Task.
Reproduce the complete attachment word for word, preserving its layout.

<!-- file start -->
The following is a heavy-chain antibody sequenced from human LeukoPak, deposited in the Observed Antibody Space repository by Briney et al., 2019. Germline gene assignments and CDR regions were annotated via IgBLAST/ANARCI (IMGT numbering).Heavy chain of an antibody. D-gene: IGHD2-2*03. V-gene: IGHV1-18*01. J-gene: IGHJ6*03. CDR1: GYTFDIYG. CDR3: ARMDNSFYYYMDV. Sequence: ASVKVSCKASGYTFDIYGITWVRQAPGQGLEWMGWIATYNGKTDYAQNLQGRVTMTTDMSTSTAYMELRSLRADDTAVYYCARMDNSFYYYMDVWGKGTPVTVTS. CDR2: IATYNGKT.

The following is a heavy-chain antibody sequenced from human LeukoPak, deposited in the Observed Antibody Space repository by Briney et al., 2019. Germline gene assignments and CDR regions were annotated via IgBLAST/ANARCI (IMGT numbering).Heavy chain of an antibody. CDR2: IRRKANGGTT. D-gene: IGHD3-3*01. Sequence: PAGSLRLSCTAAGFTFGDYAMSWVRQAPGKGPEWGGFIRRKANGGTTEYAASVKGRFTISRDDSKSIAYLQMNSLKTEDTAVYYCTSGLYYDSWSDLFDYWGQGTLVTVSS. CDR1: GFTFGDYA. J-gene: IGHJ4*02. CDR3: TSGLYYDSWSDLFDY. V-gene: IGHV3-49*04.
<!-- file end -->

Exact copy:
The following is a heavy-chain antibody sequenced from human LeukoPak, deposited in the Observed Antibody Space repository by Briney et al., 2019. Germline gene assignments and CDR regions were annotated via IgBLAST/ANARCI (IMGT numbering).Heavy chain of an antibody. D-gene: IGHD2-2*03. V-gene: IGHV1-18*01. J-gene: IGHJ6*03. CDR1: GYTFDIYG. CDR3: ARMDNSFYYYMDV. Sequence: ASVKVSCKASGYTFDIYGITWVRQAPGQGLEWMGWIATYNGKTDYAQNLQGRVTMTTDMSTSTAYMELRSLRADDTAVYYCARMDNSFYYYMDVWGKGTPVTVTS. CDR2: IATYNGKT.

The following is a heavy-chain antibody sequenced from human LeukoPak, deposited in the Observed Antibody Space repository by Briney et al., 2019. Germline gene assignments and CDR regions were annotated via IgBLAST/ANARCI (IMGT numbering).Heavy chain of an antibody. CDR2: IRRKANGGTT. D-gene: IGHD3-3*01. Sequence: PAGSLRLSCTAAGFTFGDYAMSWVRQAPGKGPEWGGFIRRKANGGTTEYAASVKGRFTISRDDSKSIAYLQMNSLKTEDTAVYYCTSGLYYDSWSDLFDYWGQGTLVTVSS. CDR1: GFTFGDYA. J-gene: IGHJ4*02. CDR3: TSGLYYDSWSDLFDY. V-gene: IGHV3-49*04.